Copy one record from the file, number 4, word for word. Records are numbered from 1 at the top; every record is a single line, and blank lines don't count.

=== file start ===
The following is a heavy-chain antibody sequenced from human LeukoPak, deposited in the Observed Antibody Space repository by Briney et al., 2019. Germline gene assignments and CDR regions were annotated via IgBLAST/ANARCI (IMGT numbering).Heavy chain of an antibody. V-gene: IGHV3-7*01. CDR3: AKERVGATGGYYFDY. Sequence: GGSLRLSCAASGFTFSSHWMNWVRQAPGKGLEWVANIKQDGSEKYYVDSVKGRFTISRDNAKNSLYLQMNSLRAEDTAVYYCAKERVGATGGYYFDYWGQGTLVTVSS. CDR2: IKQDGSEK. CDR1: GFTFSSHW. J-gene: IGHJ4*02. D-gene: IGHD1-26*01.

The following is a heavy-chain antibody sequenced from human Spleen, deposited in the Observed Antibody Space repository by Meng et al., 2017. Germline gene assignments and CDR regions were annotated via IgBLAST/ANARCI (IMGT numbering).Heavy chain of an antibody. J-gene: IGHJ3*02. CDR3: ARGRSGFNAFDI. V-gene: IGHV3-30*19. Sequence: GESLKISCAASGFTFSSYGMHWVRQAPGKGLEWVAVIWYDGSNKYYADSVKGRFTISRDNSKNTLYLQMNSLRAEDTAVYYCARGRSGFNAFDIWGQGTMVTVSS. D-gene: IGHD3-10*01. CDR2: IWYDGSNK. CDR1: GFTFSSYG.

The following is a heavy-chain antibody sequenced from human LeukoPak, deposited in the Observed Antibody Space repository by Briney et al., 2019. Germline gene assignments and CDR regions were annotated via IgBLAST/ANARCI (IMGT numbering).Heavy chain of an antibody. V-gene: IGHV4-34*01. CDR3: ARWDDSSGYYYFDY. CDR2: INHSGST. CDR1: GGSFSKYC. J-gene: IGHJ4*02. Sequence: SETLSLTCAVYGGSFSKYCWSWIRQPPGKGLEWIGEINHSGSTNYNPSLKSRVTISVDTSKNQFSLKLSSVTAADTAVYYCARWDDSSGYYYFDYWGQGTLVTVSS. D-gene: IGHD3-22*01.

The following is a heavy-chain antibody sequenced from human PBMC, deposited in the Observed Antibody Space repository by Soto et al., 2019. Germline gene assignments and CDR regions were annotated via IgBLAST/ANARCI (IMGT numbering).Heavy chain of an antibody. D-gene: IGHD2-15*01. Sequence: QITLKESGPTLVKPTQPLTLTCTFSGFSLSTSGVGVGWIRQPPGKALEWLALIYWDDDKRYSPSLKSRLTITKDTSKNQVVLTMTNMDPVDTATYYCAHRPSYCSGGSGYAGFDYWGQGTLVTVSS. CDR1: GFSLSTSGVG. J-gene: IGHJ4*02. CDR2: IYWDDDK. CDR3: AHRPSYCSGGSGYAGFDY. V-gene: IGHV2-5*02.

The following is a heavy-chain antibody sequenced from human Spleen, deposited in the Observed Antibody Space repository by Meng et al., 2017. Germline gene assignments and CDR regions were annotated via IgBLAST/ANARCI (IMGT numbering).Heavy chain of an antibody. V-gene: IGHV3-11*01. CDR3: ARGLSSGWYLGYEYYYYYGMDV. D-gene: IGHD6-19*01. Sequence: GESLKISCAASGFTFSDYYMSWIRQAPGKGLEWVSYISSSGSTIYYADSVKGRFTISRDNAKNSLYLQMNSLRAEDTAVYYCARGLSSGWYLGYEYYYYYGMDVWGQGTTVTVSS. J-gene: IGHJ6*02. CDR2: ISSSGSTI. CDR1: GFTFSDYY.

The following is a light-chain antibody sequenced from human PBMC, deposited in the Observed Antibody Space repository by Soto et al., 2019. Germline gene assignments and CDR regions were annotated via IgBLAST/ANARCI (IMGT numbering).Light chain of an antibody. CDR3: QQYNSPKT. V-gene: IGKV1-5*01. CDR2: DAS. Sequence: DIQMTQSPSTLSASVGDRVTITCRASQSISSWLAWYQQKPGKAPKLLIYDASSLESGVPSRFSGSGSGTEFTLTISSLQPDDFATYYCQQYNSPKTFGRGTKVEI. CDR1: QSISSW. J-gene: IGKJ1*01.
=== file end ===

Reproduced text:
The following is a heavy-chain antibody sequenced from human PBMC, deposited in the Observed Antibody Space repository by Soto et al., 2019. Germline gene assignments and CDR regions were annotated via IgBLAST/ANARCI (IMGT numbering).Heavy chain of an antibody. D-gene: IGHD2-15*01. Sequence: QITLKESGPTLVKPTQPLTLTCTFSGFSLSTSGVGVGWIRQPPGKALEWLALIYWDDDKRYSPSLKSRLTITKDTSKNQVVLTMTNMDPVDTATYYCAHRPSYCSGGSGYAGFDYWGQGTLVTVSS. CDR1: GFSLSTSGVG. J-gene: IGHJ4*02. CDR2: IYWDDDK. CDR3: AHRPSYCSGGSGYAGFDY. V-gene: IGHV2-5*02.